Have an awareness that as we age, it is harder to do the things we used to do when we were younger.Dr Christian Barton, La Trobe University Sport and Exercise Medicine Research Centre.
At the start of every year, a lot of people try and become active again.
The advice from Dr Christian Barton, from La Trobe University's Sport and Exercise Medicine Research Centre is to not go too hard, too soon.
"People who haven't exercised for a number of years and decide they want to again, often do too much, too quickly," Dr Barton said.
The result, in some instances, can be counter productive.
"By the time people get to February, they are struggling to meet their new exercise goals and have developed an injury.
"People then lose the motivation to exercise, because they can't," Dr Barton said.
Finding something you can do with friends and family help with motivation, if that's where you struggle.
It is a fact that people in regional and remote areas have worse health outcomes than their city counterparts.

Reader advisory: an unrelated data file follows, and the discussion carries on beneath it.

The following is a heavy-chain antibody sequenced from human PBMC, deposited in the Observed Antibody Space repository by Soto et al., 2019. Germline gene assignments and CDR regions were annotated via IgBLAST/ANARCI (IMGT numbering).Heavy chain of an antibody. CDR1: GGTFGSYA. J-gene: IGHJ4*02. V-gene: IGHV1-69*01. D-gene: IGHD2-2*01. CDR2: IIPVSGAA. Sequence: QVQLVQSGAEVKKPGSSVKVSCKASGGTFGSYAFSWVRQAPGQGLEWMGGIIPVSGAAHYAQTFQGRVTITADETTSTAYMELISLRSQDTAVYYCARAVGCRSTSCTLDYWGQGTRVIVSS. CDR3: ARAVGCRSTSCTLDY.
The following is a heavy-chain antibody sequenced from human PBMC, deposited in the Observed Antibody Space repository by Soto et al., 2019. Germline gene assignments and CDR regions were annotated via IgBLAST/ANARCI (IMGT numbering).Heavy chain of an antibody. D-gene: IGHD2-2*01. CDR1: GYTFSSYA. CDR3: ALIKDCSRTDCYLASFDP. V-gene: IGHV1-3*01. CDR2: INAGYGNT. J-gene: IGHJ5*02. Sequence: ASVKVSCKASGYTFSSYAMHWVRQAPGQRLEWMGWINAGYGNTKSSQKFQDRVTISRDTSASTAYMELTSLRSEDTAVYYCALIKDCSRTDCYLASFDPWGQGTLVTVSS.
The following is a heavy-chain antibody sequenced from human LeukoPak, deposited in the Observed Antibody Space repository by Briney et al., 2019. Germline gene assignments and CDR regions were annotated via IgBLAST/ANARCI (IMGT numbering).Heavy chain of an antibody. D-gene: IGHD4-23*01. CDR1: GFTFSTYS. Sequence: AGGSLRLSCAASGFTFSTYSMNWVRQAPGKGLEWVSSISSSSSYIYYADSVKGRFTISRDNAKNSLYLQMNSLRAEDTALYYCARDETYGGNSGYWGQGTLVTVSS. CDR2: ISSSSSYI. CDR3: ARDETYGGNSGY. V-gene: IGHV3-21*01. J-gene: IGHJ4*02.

Australian Institute of Welfare's data reveals that 71 per cent of people in regional and remote areas were overweight or obese, compared to 65 per cent in major cities.
In the central Goldfields region, almost 70 per cent of the adults in the region are overweight and obese.
"Unfortunately, it is tougher to access exercise facilities and services in remote areas.
"A way of overcoming the challenge is to lobby local council and local government to improve the exercise infrastructure," Dr Barton said.
Access to physicians and health professionals who can support people in regional and rural communities start exercising and make positive change is also a struggle.
"There is no funding, either through Medicare or private insurance to support telephone or conference services for people looking to get help remotely," Dr Barton said.
Where exercise support can improve and do so without any cost, is by developing a greater online presence.
"One of the things we will see more in the coming years will be exercise groups and classes forming online.
"People can get together remotely to share their time doing exercise together, using video links," Dr Barton said.
From a technology perspective, apps and websites are constantly evolving.
"Things like reminders that prompt us to do exercise if we aren't doing it or motivational messages and questions to keep us on the right path to being active could be things of the future," Dr Barton said.
The biggest takeaway for people who are lacing up their runners again after some down time is to find something they enjoy and be realistic about their goals, Dr Barton said.
"If you want to run five kilometres, don't try and get there in the first month.
"Give yourself months to get there and listen to your body," Dr Barton said.